The Cairo Criminal Court has adjourned the court session to review whether to freeze the assets of human rights workers Hossam Bahgat and Gamal Eid for a the third time.
The next court hearing has been scheduled for July 17.
Bahgat and Eid are party to a 2011 case accusing a number of NGOs of receiving foreign funding without a license. The case was reopened in March when the state-owned Middle East News Agency reported that the Cairo Criminal Court had scheduled a session to review a ruling to freeze the assets of four defendants, including Bahgat and Eid.
During Monday’s hearing, the prosecution submitted two memoranda, one relating to Bahgat and Eid and another relating to the four defendants who were added to the case in the May 23 court session.
The defense lawyers asked for the hearing to be adjourned to allow time for the documents to be reviewed.
The court has only allowed lawyers to review case documents upon request and within the judiciary’s premises. After noting transcription errors in notes taken from the documents, defense lawyers Khaled Ali and Negad al-Borai petitioned the court to allow lawyers to photocopy the original documents. However, the court has yet to issue a decision concerning the request.
Eid told Mada Masr that after reviewing the case documents it is clear that the case has been built on fabricated and false information, stating that the investigative judge relied on information provided by the National Security Agency without interrogating those who conducted the investigation.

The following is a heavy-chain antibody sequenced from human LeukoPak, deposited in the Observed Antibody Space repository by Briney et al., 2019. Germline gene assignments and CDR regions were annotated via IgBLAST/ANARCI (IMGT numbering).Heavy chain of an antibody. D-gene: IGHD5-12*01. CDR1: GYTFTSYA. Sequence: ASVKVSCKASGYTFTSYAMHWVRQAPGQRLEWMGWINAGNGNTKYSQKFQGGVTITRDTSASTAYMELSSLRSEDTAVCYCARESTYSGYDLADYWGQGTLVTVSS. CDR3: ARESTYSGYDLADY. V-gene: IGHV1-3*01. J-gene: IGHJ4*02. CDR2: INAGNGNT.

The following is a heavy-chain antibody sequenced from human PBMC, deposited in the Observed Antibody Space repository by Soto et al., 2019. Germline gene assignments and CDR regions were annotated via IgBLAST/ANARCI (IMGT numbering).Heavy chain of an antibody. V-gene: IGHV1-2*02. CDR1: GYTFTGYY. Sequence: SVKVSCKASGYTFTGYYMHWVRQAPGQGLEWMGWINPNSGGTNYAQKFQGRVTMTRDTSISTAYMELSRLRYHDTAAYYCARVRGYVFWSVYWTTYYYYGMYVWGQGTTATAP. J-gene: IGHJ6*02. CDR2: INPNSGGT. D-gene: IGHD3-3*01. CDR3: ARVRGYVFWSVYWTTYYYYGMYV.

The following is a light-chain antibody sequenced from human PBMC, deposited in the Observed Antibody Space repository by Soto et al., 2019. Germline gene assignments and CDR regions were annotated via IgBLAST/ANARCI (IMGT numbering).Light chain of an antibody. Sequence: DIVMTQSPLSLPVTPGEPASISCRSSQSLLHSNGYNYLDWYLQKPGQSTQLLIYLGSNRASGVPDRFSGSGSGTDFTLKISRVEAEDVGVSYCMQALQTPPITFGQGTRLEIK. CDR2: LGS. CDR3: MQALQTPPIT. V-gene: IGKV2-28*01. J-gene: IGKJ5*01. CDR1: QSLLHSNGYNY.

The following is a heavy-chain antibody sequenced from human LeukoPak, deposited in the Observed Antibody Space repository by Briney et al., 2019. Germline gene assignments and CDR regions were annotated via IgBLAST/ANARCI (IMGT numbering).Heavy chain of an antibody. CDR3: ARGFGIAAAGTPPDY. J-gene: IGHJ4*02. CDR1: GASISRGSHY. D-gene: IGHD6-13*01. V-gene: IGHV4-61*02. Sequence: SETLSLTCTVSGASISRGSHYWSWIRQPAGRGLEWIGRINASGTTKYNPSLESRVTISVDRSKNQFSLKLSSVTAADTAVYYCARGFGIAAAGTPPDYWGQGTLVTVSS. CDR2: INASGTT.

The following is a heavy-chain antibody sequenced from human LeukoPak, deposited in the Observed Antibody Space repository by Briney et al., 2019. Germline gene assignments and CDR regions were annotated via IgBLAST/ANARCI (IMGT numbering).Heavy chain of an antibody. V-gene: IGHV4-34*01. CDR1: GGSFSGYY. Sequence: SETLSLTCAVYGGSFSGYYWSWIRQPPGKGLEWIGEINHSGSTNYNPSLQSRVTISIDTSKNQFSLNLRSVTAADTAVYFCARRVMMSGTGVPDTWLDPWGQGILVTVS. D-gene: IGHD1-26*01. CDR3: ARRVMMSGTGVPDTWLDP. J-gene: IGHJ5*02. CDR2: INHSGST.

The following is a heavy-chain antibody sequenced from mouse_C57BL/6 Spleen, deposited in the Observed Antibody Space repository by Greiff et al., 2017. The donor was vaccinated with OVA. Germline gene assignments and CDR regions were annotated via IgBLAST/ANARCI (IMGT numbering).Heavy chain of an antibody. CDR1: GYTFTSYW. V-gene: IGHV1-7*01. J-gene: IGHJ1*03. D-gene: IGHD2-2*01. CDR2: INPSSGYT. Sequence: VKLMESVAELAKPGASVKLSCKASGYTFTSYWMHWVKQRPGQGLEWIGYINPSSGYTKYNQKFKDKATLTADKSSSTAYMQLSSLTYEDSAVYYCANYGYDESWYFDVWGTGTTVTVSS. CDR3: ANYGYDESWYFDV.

The hearing has been adjourned twice since being reopened, once to April 20 and again to May 23. At the hearing in May, an investigative judge recommended that the assets of four additional people be frozen: Bahey Eddin Hassan — founder of the Cairo Institute for Human Rights Studies, as well as another employee at the center; Mostafa al-Hassan — manager of the Hisham Mubarak Law Center; and Abdel Hafez Tayel — head of the Egyptian Center for Right to Education.
The case originated in December 2011 when 43 workers from foreign NGOs were charged with operating an organization and receiving funds from a foreign government without a license. In June 2013, all the defendants — including 17 US nationals, in addition to other foreign nationals and Egyptians — received sentences of one to five years in prison, many of them in absentia. The court also ordered the closure of the NGOs implicated in the case, including the International Republican Institute, the National Democratic Institute and Freedom House. However, court proceedings related to Egyptian NGOs that had been accused of the same charges were left unresolved.
Bahgat is the founder of the Egyptian Initiative for Personal Rights, and Eid is the executive director of the Arabic Network for Human Rights Information. In February, both Bahgat and Eid were informed that they had been banned from international travel when they attempted to board flights at Cairo International Airport. The men were not notified whether they had been charged with a criminal offense at the time.